For this project, I hired artists who were proficient either in photo art or in human figure and/or in urban landscape drawing, who were capable of creating believable portraits of vampires as well as dramatic scenes.
When you discuss with the contributing artists, what are the most common issues?
– Fortunately, I seldom have to discuss any issues with the contributing artists. But when I have to, the most common issues are: misproportions, inadequate lighting, inconsistent perspective and the need to make an illustration look more pictorial, with visible brushstrokes.
You are a VTES artist yourself, with many contributions in recent years. How do you work? Your technique has changed, right?
– My early illustrations for VTES were oil paintings: Masai Blood Milk (2005), Gran Madre di Dio, Italy (2006), Claudio Severino (2010), as well as the ones I created later for the Danse Macabre set (2013). However, even though I had more time available back then, I realised those pieces would take me too long to complete.
So I decided to use a faster technique, pastels and colour pencils, in the sets The Unaligned (2014), Storyline Rewards (2015) and Anarchs Unbound (2016). This time it took me an average of 6 hours to complete an illustration (not counting sketching time). However using pastels also had its drawbacks. Colours changed a bit after fixing the painting.
After that I opted for using acrylics in the Lost Kindred set (2018), a technique that was not ideal, because acrylic colours can change a lot after drying off, but which was fast enough for me. For example, I had to create replacement art for Field Training and Under Siege in two days for the Berlin Anthology, which were urgently needed for print.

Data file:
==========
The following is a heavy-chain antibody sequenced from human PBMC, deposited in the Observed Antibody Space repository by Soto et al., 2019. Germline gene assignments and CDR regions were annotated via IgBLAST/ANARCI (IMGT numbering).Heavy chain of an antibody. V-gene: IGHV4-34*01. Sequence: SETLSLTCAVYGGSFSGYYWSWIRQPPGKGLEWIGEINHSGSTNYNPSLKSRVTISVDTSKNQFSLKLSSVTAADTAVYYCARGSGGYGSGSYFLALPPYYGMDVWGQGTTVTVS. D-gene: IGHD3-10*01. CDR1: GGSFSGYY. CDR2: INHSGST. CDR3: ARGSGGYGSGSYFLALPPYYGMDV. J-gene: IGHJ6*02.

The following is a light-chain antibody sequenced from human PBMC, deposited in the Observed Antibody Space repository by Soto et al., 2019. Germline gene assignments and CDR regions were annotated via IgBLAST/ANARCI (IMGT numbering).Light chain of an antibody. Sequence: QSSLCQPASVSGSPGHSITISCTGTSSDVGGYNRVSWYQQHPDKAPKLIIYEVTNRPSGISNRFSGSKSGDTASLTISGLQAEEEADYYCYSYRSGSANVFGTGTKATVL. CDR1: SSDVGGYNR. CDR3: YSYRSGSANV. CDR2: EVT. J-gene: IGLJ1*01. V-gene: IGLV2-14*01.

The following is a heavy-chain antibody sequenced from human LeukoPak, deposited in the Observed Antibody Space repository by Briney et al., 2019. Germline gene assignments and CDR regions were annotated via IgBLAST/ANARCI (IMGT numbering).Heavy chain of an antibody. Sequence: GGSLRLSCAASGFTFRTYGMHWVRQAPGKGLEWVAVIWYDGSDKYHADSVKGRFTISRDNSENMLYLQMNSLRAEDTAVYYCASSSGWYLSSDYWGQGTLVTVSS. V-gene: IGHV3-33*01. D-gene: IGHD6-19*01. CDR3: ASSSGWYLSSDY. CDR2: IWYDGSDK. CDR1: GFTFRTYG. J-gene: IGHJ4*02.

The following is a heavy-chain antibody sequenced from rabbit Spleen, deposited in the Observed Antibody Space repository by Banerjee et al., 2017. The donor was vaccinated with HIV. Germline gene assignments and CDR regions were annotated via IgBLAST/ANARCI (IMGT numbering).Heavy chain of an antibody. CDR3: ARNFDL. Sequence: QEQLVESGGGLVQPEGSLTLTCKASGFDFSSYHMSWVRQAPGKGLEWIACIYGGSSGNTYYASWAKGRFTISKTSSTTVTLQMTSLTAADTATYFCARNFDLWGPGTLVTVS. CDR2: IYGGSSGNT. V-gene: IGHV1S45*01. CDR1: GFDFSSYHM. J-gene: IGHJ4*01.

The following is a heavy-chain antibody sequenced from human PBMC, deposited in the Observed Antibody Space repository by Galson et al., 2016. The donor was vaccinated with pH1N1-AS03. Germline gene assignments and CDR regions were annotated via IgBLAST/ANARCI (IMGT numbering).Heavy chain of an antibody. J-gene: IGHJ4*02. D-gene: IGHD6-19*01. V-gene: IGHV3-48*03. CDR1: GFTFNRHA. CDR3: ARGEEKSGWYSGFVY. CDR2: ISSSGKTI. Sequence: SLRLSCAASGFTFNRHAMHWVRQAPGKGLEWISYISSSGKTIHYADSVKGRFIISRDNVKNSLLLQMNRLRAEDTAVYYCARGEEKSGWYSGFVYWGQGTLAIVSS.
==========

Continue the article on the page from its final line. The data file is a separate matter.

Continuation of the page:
Due to the dark nature of VTES illustrations, taking photos of some of them to create image files was really a pain, because of the constant reflections appearing in the darker areas. Regardless, photos never looked exacly like the painting.
Therefore I finally decided to use a Wacom tablet, that I already had at home, and the ArtRage software for natural painting. So I went down the path of digital art! It is even faster than pastels, and I do not have to waste any time taking photos to the final piece. It also provides me with a plethora of tools that make painting an even better experience. My first digital illustrations were released in Lost Kindred (2018) and subsequent sets.
When I have to create an illustration, I write down any ideas that come to my mind after reading the art description, and then start sketching until the composition of the illustration pleases me enough to proceed with the final piece.
Afterwards, I try to find any references that can be useful, and then I start drawing and painting in ArtRage, following these steps:
My style has been evolving over these years because I have always been looking for inspiration in the artists I admire, among whom are several VTES illustrators. Most recently I am trying to make my illustrations look more pictorial with evident brushstrokes.